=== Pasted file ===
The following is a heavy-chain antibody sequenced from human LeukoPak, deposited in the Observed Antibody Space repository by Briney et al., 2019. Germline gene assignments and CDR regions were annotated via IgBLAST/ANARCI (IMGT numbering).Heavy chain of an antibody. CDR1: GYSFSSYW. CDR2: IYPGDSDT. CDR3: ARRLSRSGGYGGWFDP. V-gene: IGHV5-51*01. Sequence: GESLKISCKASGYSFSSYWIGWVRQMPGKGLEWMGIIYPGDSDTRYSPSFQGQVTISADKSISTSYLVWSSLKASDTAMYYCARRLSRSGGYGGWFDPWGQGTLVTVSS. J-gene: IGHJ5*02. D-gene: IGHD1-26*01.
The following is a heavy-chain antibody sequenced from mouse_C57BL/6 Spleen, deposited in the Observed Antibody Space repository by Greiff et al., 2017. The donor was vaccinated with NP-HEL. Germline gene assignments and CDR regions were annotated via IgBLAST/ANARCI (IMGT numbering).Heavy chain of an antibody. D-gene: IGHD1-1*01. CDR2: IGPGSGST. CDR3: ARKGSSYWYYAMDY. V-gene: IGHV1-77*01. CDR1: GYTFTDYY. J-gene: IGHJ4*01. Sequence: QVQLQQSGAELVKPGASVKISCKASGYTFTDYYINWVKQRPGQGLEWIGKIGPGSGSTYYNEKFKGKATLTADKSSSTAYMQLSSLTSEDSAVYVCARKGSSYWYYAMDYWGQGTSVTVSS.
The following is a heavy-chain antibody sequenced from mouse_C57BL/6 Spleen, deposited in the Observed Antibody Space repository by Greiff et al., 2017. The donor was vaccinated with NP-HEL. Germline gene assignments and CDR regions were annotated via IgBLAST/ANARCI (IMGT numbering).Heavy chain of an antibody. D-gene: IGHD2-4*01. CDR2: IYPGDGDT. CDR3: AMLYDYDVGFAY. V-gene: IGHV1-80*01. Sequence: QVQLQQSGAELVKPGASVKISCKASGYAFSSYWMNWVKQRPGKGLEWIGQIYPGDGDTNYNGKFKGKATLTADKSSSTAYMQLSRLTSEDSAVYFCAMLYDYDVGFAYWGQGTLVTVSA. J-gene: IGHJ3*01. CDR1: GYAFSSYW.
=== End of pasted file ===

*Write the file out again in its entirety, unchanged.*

The following is a heavy-chain antibody sequenced from human LeukoPak, deposited in the Observed Antibody Space repository by Briney et al., 2019. Germline gene assignments and CDR regions were annotated via IgBLAST/ANARCI (IMGT numbering).Heavy chain of an antibody. CDR1: GYSFSSYW. CDR2: IYPGDSDT. CDR3: ARRLSRSGGYGGWFDP. V-gene: IGHV5-51*01. Sequence: GESLKISCKASGYSFSSYWIGWVRQMPGKGLEWMGIIYPGDSDTRYSPSFQGQVTISADKSISTSYLVWSSLKASDTAMYYCARRLSRSGGYGGWFDPWGQGTLVTVSS. J-gene: IGHJ5*02. D-gene: IGHD1-26*01.
The following is a heavy-chain antibody sequenced from mouse_C57BL/6 Spleen, deposited in the Observed Antibody Space repository by Greiff et al., 2017. The donor was vaccinated with NP-HEL. Germline gene assignments and CDR regions were annotated via IgBLAST/ANARCI (IMGT numbering).Heavy chain of an antibody. D-gene: IGHD1-1*01. CDR2: IGPGSGST. CDR3: ARKGSSYWYYAMDY. V-gene: IGHV1-77*01. CDR1: GYTFTDYY. J-gene: IGHJ4*01. Sequence: QVQLQQSGAELVKPGASVKISCKASGYTFTDYYINWVKQRPGQGLEWIGKIGPGSGSTYYNEKFKGKATLTADKSSSTAYMQLSSLTSEDSAVYVCARKGSSYWYYAMDYWGQGTSVTVSS.
The following is a heavy-chain antibody sequenced from mouse_C57BL/6 Spleen, deposited in the Observed Antibody Space repository by Greiff et al., 2017. The donor was vaccinated with NP-HEL. Germline gene assignments and CDR regions were annotated via IgBLAST/ANARCI (IMGT numbering).Heavy chain of an antibody. D-gene: IGHD2-4*01. CDR2: IYPGDGDT. CDR3: AMLYDYDVGFAY. V-gene: IGHV1-80*01. Sequence: QVQLQQSGAELVKPGASVKISCKASGYAFSSYWMNWVKQRPGKGLEWIGQIYPGDGDTNYNGKFKGKATLTADKSSSTAYMQLSRLTSEDSAVYFCAMLYDYDVGFAYWGQGTLVTVSA. J-gene: IGHJ3*01. CDR1: GYAFSSYW.